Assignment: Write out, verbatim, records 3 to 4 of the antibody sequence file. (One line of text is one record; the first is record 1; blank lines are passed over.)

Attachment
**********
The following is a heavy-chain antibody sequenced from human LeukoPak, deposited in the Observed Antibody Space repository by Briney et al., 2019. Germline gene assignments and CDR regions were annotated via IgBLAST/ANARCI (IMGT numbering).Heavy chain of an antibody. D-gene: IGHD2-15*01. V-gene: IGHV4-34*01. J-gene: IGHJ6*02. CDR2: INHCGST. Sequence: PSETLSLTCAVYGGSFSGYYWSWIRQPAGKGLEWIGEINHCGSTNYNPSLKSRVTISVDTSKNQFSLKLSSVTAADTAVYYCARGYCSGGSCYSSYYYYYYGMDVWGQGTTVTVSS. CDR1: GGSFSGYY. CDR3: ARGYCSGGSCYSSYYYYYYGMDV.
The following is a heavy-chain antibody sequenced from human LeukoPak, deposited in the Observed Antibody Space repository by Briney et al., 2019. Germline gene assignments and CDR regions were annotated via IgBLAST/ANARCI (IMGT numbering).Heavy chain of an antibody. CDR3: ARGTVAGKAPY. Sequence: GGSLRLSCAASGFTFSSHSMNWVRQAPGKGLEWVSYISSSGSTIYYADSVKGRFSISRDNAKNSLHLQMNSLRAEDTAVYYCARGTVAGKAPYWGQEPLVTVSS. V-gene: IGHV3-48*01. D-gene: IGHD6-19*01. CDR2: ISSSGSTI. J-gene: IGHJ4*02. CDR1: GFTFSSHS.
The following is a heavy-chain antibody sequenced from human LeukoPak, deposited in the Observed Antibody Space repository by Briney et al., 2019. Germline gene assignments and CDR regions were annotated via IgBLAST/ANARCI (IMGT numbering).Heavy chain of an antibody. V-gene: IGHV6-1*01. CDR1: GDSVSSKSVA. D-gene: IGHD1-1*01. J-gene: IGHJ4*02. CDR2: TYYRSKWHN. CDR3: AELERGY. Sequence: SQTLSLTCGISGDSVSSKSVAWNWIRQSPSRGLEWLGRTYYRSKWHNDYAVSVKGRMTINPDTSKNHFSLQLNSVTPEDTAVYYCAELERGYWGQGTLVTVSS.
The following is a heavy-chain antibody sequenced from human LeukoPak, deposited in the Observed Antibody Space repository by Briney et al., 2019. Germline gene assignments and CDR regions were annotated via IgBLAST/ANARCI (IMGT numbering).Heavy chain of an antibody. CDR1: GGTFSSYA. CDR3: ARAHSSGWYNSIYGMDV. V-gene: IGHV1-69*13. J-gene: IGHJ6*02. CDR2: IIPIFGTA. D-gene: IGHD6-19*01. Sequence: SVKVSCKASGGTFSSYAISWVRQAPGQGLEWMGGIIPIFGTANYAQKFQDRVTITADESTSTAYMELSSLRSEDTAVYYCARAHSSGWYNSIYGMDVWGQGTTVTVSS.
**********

The following is a heavy-chain antibody sequenced from human LeukoPak, deposited in the Observed Antibody Space repository by Briney et al., 2019. Germline gene assignments and CDR regions were annotated via IgBLAST/ANARCI (IMGT numbering).Heavy chain of an antibody. V-gene: IGHV6-1*01. CDR1: GDSVSSKSVA. D-gene: IGHD1-1*01. J-gene: IGHJ4*02. CDR2: TYYRSKWHN. CDR3: AELERGY. Sequence: SQTLSLTCGISGDSVSSKSVAWNWIRQSPSRGLEWLGRTYYRSKWHNDYAVSVKGRMTINPDTSKNHFSLQLNSVTPEDTAVYYCAELERGYWGQGTLVTVSS.
The following is a heavy-chain antibody sequenced from human LeukoPak, deposited in the Observed Antibody Space repository by Briney et al., 2019. Germline gene assignments and CDR regions were annotated via IgBLAST/ANARCI (IMGT numbering).Heavy chain of an antibody. CDR1: GGTFSSYA. CDR3: ARAHSSGWYNSIYGMDV. V-gene: IGHV1-69*13. J-gene: IGHJ6*02. CDR2: IIPIFGTA. D-gene: IGHD6-19*01. Sequence: SVKVSCKASGGTFSSYAISWVRQAPGQGLEWMGGIIPIFGTANYAQKFQDRVTITADESTSTAYMELSSLRSEDTAVYYCARAHSSGWYNSIYGMDVWGQGTTVTVSS.